Have Fun! | Hooray for Monday

February 21, 2022

By Aleta Margolis, Founder and President, Center for Inspired Teaching

Hooray for Monday is a weekly blog filled with questions, ideas, reflections, and actions we can all take to remodel the school experience for students. 

We are all responsible adults.

And as such, there are many voices (including those inside our own heads) reminding us of the list of things we need to be doing: preparing our lessons, grading papers, cleaning our bathrooms, taking care of the people who need us, reading the latest research, and other productive activities we feel we can and should engage in any time we have unstructured time.

And it’s true, as adults and as educators we have many responsibilities; we should take them seriously, and we should use our time with focus and intention.

However, too often that long list of things we need to do doesn’t include fun. Fun can feel frivolous, self-indulgent, or downright unnecessary. Fun might not make it onto our to-do lists at all.

But according to William Glasser, the psychologist whose work I’ve been writing about these past few weeks, fun is a basic human need. And as I wrote a while back, fun and laughter can be healing.

Fun: “I want to do something that makes me feel relaxed, that brings me pleasure – just because it feels good!”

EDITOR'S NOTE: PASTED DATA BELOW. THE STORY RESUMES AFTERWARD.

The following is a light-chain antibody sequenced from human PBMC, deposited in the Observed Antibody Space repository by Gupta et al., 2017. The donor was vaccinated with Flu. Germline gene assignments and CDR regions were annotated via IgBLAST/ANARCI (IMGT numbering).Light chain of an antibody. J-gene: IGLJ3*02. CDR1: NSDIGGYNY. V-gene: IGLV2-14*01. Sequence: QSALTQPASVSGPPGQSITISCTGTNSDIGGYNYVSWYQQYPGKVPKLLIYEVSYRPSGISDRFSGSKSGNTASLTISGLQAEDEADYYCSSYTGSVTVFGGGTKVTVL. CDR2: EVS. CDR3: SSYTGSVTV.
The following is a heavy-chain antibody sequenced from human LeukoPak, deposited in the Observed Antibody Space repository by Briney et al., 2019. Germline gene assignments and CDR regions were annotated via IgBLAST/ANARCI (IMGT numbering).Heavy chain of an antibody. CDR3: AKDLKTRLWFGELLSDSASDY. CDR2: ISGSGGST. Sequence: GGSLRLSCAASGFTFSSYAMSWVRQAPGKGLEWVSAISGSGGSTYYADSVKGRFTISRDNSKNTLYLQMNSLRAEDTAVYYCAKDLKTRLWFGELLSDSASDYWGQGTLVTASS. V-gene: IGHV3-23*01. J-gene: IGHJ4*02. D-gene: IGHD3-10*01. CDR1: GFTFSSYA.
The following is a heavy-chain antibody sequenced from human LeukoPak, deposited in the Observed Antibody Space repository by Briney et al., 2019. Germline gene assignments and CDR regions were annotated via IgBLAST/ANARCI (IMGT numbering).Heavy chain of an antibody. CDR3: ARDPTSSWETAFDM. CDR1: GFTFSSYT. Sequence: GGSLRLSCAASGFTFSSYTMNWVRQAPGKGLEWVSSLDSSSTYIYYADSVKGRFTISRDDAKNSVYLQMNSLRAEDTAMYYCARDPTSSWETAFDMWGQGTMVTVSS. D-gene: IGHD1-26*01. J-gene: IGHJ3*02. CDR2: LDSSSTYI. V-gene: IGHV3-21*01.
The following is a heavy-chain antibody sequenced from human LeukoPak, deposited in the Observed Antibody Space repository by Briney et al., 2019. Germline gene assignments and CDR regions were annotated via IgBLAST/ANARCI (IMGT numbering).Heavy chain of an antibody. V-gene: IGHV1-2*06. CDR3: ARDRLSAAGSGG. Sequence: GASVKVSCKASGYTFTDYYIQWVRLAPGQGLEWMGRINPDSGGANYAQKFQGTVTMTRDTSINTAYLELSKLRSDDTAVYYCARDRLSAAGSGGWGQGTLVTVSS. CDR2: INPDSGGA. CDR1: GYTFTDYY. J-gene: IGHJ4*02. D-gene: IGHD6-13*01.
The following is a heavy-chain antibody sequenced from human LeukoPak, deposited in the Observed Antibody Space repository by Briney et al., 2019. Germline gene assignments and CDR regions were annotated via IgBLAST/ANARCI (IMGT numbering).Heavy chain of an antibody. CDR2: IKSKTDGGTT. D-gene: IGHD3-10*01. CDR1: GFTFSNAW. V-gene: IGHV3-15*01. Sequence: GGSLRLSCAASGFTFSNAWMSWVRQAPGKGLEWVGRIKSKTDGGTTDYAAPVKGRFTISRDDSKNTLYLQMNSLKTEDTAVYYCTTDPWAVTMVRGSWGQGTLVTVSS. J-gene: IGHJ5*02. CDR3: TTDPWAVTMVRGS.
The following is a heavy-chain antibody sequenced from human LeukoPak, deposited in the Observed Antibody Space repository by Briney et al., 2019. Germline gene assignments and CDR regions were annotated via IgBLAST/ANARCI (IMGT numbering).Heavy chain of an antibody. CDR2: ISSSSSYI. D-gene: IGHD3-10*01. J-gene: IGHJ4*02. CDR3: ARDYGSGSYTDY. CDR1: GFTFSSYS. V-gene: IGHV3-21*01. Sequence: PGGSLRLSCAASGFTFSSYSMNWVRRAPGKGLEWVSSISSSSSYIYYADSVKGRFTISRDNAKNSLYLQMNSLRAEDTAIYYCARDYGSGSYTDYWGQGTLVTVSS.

Fun is engaging in an activity, with or without a goal in mind, because you enjoy doing it. To know if you’re having fun (because some of us may need a refresher), take a moment to notice how you feel when you’re doing an activity, or thinking about doing it. Are you smiling, feeling joyful or relaxed, laughing, losing track of time? That’s fun!

Where is this need in your life right now according to this spectrum?

How is the need for fun being met in your life right now?

What changes might be necessary in order for your need for fun to be better met?

You can explore an interactive version of these questions on our ABCDE website.

Engagement and fun often go together, but they aren’t synonyms. We strive to make learning engaging for our students and ourselves all the time. But that doesn’t mean learning should be fun all the time. You can be deeply engaged in solving a challenging math problem, analyzing a difficult period of history, building a complicated miniature bridge, or creating an intricate painting. You may care a lot about the work you’re doing, and be totally committed to it, but not having fun – at least not the whole time you’re working on it.

So in addition to striving to meet your needs for Autonomy, Belonging, Competence, Developmental Appropriateness, and Engagement, I hope you’ll give yourself, and your students, permission to have some Fun. It’s the responsible thing to do.😀

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